She was a tall, well-built woman with a deep voice and the wispy beginnings of a goatee; she was dressed in a severely tailored blue skirt with a white blouse ruched and buttoned up to the collar. Out of doors she always wore a white tennis shade with a green rubberised band around her head to keep the shade in place. I found this puzzling, as I never saw Auntie Mill play tennis. (Later on I did learn that in her younger days she had been a keen player, readily accepting invitations to play from her many nieces and nephews, some of whom were close to her own age, provided they dropped the title ‘Aunt' when speaking to her at the tennis club.) She apparently wore the tennis shade outdoors because her eyesight was failing.

Once arrived in Maryborough we all poured out of the car and after hugs all round my father, with some difficulty, opened the double gates at the side of the house, rarely used as there was no car there, and drove in a little way to get the car off the road. Parking in the street was considered ostentatious.
11

I slipped quickly into the house and headed for the living room, hoping for a preview of the afternoon tea which I knew would be set out and covered with light embroidered ‘throwovers' in case of the odd fly. The living room was a long room, entered from the hallway at one end and with a fire burning in the hearth at the other, my great-grandmother's favourite rockingchair always beside it. The room had a big window opening out to a shady garden beyond a wide verandah, whose overhanging roof tended to keep much of the sunlight out of the room itself.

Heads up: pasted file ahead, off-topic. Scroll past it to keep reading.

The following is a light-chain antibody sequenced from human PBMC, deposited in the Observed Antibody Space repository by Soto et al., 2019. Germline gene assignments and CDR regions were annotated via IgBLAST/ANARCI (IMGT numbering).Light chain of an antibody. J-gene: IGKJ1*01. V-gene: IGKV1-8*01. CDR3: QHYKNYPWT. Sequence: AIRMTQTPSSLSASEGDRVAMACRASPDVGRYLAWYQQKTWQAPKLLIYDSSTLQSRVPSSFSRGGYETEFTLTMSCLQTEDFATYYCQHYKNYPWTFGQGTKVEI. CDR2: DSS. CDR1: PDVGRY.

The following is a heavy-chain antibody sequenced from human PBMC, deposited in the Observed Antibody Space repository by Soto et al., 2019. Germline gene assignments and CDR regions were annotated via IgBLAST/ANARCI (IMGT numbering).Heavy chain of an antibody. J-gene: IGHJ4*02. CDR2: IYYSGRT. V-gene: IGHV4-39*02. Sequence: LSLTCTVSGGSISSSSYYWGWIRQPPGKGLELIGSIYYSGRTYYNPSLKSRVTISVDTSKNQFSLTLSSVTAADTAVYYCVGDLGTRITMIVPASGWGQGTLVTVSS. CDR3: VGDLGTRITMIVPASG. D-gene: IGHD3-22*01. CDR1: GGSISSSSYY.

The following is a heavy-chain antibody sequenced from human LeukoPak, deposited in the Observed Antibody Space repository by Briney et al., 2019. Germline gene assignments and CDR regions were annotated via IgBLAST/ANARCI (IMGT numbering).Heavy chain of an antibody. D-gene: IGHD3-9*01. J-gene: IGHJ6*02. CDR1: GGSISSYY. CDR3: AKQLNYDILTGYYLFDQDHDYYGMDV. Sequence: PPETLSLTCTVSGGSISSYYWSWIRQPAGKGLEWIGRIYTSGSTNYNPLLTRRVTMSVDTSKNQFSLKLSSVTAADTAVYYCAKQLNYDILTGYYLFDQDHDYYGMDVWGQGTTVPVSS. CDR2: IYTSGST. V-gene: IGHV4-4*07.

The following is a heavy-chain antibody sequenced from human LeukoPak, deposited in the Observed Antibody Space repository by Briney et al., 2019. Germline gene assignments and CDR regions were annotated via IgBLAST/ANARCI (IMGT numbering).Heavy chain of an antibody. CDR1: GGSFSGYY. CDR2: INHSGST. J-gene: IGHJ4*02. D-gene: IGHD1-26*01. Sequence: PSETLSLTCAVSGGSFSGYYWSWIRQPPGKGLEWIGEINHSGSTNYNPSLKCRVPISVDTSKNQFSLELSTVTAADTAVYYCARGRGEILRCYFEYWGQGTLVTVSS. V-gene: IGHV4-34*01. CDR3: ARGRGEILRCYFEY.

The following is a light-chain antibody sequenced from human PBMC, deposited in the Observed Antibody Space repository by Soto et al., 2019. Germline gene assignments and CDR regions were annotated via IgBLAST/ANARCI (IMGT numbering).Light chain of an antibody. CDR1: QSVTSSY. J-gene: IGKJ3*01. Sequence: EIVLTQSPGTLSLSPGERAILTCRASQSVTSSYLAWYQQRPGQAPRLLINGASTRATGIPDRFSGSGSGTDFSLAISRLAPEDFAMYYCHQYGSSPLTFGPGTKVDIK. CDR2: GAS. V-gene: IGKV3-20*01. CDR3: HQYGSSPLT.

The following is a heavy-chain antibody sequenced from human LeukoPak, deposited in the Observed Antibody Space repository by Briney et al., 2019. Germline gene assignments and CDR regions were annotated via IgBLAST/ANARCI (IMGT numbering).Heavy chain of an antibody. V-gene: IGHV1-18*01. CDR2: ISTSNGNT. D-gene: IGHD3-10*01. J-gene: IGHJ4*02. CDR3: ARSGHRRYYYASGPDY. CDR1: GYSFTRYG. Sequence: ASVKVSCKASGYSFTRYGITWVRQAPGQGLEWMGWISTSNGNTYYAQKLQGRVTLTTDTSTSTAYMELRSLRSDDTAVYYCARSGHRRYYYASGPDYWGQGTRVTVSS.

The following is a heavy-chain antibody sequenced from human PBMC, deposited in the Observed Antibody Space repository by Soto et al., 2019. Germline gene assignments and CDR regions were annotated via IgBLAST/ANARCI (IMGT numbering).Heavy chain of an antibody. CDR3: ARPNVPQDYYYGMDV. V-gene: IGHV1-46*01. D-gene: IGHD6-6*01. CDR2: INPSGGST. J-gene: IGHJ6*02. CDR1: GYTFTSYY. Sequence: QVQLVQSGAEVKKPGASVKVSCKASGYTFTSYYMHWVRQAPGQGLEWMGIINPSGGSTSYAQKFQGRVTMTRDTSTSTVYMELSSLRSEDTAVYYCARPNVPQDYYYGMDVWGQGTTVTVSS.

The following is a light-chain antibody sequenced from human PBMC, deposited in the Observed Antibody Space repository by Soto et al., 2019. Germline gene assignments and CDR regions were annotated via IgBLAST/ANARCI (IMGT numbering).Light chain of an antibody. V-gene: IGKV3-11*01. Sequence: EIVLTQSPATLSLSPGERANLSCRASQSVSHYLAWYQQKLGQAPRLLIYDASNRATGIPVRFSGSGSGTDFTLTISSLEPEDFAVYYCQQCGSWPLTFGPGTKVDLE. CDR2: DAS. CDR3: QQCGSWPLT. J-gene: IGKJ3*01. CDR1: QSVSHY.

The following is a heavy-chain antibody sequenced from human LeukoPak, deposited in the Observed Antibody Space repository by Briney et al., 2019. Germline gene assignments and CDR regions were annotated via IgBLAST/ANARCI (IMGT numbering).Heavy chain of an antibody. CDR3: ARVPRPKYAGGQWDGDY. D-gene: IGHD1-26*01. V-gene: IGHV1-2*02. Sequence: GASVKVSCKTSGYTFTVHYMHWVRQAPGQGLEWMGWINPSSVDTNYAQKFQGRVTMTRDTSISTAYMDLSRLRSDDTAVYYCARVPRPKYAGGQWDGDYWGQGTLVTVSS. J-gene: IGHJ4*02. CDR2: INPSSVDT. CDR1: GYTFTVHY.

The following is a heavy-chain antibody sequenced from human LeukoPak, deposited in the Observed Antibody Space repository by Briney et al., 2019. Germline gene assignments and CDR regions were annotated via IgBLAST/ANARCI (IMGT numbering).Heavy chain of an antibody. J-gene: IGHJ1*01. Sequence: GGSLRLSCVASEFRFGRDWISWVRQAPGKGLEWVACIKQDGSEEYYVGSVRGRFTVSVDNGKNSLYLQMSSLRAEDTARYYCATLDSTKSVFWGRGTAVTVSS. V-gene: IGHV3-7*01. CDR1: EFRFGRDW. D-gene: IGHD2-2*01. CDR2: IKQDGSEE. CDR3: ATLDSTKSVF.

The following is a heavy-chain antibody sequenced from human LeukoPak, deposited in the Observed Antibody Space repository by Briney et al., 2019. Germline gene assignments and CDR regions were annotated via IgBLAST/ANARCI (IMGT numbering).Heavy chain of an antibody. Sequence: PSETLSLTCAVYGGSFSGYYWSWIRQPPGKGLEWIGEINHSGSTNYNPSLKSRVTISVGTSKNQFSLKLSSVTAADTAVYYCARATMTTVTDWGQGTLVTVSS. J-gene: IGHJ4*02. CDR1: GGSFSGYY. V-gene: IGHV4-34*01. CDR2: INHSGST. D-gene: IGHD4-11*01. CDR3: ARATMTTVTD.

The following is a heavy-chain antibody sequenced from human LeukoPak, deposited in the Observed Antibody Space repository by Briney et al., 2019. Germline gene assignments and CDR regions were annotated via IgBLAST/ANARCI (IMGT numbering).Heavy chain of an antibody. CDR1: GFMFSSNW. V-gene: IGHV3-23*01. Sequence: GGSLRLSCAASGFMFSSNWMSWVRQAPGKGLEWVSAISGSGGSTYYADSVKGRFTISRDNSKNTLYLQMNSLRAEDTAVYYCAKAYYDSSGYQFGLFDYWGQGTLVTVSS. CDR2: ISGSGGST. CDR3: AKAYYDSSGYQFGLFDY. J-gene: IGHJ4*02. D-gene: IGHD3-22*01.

I reached the room, saw the fire, the table, the covered party spread, and began to lift one of the throw-overs when a firm voice came from the shadows by the fireplace: ‘And what do you think you're doing, stickybeak?' My great-grandmother in her long black dress, almost invisible in the gloom, was suddenly standing right beside me. She pinched my arm and then gave a little laugh. I was more startled than had been intended, but by the time the others came into the room to greet Grandma, or ‘Ma' as she was called, I was already enjoying the cream-filled brandy snap she had slipped to me. Brandy snaps have remained my favourite
gourmandise
ever since. None have ever seemed as good as the ones in Maryborough.

Two months later Auntie Mill was staying with us in Melbourne for part of the May school holidays. She had left her mother in the care of the maid and of friends and neighbours as she had been wont to do for several years at the urging of her mother (who insisted that her daughter take a break from her carer duties at least once a year). This time, however, a few days after Mill's departure her mother suddenly felt unwell and told the ‘little maid' (my mother's words: I never knew the girl's name) to ‘telephone Miss Sullivan in Melbourne and tell her to come home, as I'm dying.' The maid did as she was told, phoning Auntie Mill at our house and then the priest and the doctor in Maryborough. Mill returned home immediately and arrived just in time to say goodbye to her mother who, even at the end, maintained her reputation as being a person who said what she meant and meant what she said.

Another of my early memories is of the time my grandmother and Miss Donovan, a neighbour in Bendigo, went to New Zealand on holiday. They were a little bit like Chaucer's pilgrims in
The Canterbury Tales
as they combined their holidaymaking with attending a religious festival held in Wellington to mark the centenary of the landing of the first Catholic missionaries in New Zealand. I think that the highlight of the trip for my grandmother was, however, a visit to Rotorua where she found much relief from her rheumatic pains in the hot sulphur springs. Miss Donovan on the other hand had no need of sulphur baths and could not get away from ‘that damn stink' fast enough. The Australian ‘pilgrims' heading to Wellington travelled on the Huddart Parker liner